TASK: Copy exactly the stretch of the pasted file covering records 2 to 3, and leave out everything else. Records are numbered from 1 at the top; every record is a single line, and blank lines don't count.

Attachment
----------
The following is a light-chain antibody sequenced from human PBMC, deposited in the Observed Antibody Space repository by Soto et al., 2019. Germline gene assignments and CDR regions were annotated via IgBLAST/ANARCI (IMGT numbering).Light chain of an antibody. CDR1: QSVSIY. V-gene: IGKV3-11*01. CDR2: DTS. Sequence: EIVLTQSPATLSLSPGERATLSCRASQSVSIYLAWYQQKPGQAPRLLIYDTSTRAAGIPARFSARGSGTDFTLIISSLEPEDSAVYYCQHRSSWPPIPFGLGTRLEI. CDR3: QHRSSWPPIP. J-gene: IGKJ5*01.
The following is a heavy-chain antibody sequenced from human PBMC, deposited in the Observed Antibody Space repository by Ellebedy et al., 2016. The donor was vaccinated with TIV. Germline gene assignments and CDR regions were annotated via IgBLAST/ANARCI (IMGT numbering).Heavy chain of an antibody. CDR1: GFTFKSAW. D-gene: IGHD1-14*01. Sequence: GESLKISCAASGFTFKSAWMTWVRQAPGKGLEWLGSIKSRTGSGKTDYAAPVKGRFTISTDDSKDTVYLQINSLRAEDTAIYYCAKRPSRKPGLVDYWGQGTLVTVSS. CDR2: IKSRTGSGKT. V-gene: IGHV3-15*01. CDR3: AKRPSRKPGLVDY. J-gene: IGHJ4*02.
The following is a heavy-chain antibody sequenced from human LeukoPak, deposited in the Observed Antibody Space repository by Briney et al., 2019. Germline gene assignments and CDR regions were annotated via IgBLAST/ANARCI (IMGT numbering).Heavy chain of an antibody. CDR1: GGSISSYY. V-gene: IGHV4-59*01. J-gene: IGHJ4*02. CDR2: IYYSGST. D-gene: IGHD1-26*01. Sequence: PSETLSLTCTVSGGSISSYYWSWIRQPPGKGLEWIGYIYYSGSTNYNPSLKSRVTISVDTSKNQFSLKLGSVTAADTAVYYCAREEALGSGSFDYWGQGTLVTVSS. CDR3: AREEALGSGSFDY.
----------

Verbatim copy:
The following is a heavy-chain antibody sequenced from human PBMC, deposited in the Observed Antibody Space repository by Ellebedy et al., 2016. The donor was vaccinated with TIV. Germline gene assignments and CDR regions were annotated via IgBLAST/ANARCI (IMGT numbering).Heavy chain of an antibody. CDR1: GFTFKSAW. D-gene: IGHD1-14*01. Sequence: GESLKISCAASGFTFKSAWMTWVRQAPGKGLEWLGSIKSRTGSGKTDYAAPVKGRFTISTDDSKDTVYLQINSLRAEDTAIYYCAKRPSRKPGLVDYWGQGTLVTVSS. CDR2: IKSRTGSGKT. V-gene: IGHV3-15*01. CDR3: AKRPSRKPGLVDY. J-gene: IGHJ4*02.
The following is a heavy-chain antibody sequenced from human LeukoPak, deposited in the Observed Antibody Space repository by Briney et al., 2019. Germline gene assignments and CDR regions were annotated via IgBLAST/ANARCI (IMGT numbering).Heavy chain of an antibody. CDR1: GGSISSYY. V-gene: IGHV4-59*01. J-gene: IGHJ4*02. CDR2: IYYSGST. D-gene: IGHD1-26*01. Sequence: PSETLSLTCTVSGGSISSYYWSWIRQPPGKGLEWIGYIYYSGSTNYNPSLKSRVTISVDTSKNQFSLKLGSVTAADTAVYYCAREEALGSGSFDYWGQGTLVTVSS. CDR3: AREEALGSGSFDY.